St Peter's Square
Sunday, 24 January 2010
Dear Brothers and Sisters,
Among the biblical readings in today's Liturgy is the famous text from the First Letters to the Corinthians, in which St Paul compares the Church to a human body. The Apostle writes: "For just as the body is one and has many members, and all the members of the body, though many, are one body, so it is with Christ. For by one Spirit we were all baptized into one body Jews or Greeks, slaves or free and all were made to drink of one Spirit" (1 Cor 12: 12-13). The Church is perceived as a body, of which Christ is the head, and with him she forms a whole. Yet what the Apostle is eager to communicate is the idea of unity among the multiplicity of charisms, which are the gifts of the Holy Spirit. Thanks to these, the Church appears as a rich and vital organism not uniform fruit of the one Spirit who leads everyone to profound unity, because she welcomes differences without eliminating them and thus bringing about a harmonious unity. She extends the presence of the Risen Lord throughout history, specifically through the Sacraments, the word of God and the charisms and ministries distributed among the community. Therefore, it is in Christ and in the Spirit that the Church is one and holy, that is, that she partakes in an intimate communion that transcends and sustains human intelligence.
I wish to emphasize this aspect as we are currently observing the Week of Prayer for Christian Unity, which will conclude tomorrow, the Feast of the Conversion of St Paul. In keeping with tradition, I will celebrate Vespers tomorrow afternoon in the Basilica of St Paul Outside-the-Walls, at which Representatives of other Churches and ecclesial Communities present in Rome will participate. We will ask God for the gift of full unity for all the disciples of Christ and, in particular, in keeping with this year's theme, we will renew our commitment to be witnesses together of the crucified and Risen Lord (cf. Lk 24: 48). The communion of Christians, in fact, makes the proclamation of the Gospel more credible and effective, just as Jesus himself affirmed while praying to the Father on the eve of his death: "That they may all be one... so that the world may believe" (Jn 17: 21).
In conclusion, dear friends, I wish to recall the figure of St Francis de Sales, whom the Liturgy commemorates on 24 January. Born in Savoy in 1567, he studied law in Padua and Paris and then, called by the Lord, became a priest. He dedicated himself to preaching and to the spiritual formation of the faithful with great success. He taught that the call to holiness was for everyone and that each one as St Paul says in his comparison of the Church to the body has a place in the Church. St Francis de Sales is the patron Saint of journalists and of the Catholic press. I entrust to his spiritual assistance the Message for World Communications Day, which I sign every year on this occasion and that was presented yesterday at the Vatican.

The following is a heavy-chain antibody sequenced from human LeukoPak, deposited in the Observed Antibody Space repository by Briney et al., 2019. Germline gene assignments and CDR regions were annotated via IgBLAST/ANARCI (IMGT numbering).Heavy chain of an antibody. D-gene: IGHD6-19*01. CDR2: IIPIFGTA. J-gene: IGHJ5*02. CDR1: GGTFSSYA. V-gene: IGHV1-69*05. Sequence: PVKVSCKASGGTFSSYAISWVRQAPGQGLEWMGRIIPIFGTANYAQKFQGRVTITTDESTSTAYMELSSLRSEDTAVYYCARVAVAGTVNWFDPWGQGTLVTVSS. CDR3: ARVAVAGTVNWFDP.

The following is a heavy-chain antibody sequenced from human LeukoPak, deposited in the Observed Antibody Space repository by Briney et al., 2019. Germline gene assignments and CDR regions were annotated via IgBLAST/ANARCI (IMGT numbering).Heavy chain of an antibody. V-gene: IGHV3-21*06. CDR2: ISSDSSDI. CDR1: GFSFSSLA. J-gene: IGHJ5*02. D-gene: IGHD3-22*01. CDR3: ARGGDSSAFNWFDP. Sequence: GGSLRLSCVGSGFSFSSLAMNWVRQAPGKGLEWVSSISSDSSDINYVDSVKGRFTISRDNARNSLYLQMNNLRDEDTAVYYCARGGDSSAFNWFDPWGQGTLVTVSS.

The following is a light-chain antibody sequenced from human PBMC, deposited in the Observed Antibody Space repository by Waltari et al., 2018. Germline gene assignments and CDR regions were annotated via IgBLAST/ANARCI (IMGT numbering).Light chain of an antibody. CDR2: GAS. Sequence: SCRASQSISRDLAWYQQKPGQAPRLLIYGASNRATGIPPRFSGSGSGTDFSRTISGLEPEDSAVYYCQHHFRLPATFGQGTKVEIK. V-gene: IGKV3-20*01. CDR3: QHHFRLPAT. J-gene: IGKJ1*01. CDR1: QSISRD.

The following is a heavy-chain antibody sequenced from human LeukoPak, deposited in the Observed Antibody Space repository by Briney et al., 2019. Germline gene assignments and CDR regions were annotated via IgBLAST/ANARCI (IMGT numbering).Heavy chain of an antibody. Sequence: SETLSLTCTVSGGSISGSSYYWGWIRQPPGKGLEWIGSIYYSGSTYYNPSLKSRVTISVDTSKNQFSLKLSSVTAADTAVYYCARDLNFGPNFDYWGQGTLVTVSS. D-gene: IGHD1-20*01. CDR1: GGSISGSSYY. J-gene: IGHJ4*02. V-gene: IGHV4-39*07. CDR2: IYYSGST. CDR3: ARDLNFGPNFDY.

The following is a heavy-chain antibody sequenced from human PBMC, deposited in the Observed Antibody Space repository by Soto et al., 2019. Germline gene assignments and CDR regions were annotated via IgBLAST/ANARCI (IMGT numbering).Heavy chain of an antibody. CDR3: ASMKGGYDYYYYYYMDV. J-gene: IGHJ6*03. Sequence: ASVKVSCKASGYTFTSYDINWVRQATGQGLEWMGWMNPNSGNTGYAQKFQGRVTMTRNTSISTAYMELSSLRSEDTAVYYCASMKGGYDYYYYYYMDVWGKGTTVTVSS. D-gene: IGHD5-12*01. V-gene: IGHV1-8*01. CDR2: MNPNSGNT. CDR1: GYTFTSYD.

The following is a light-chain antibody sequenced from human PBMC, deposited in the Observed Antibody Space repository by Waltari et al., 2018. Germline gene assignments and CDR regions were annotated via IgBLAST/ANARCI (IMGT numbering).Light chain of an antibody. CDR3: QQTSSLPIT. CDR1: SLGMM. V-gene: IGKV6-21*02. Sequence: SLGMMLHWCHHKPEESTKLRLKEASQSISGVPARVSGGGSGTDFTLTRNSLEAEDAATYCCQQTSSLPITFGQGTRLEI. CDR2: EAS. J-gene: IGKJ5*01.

May the Virgin Mary, Mother of the Church, obtain that we may always progress in communion, in order to pass on the beauty of all being one in the unity of the Father and of the Son and of the Holy Spirit.
After the Angelus:
Yesterday in Barcelona Josep Samsó i Elias, a Catalan priest and martyr who was killed during the Civil War, was beatified. A true witness of Christ, he died forgiving his persecutors. For priests, especially for parish priests, he constitutes a model of dedication to catechesis and to care for the poor.
I am pleased to welcome all the English-speaking pilgrims to this Angelus. In today's Liturgy, Jesus tells us plainly that he has been anointed "to preach good news to the poor" (Lk 4: 18). Indeed, it is the poor whom God has chosen to be rich in faith and heirs of his kingdom (cf. Jas 2: 5). Dear brothers and sisters, may those in need take courage from the Good News, and may all of us be generous with God's gifts to us (cf. Mk 4: 24).
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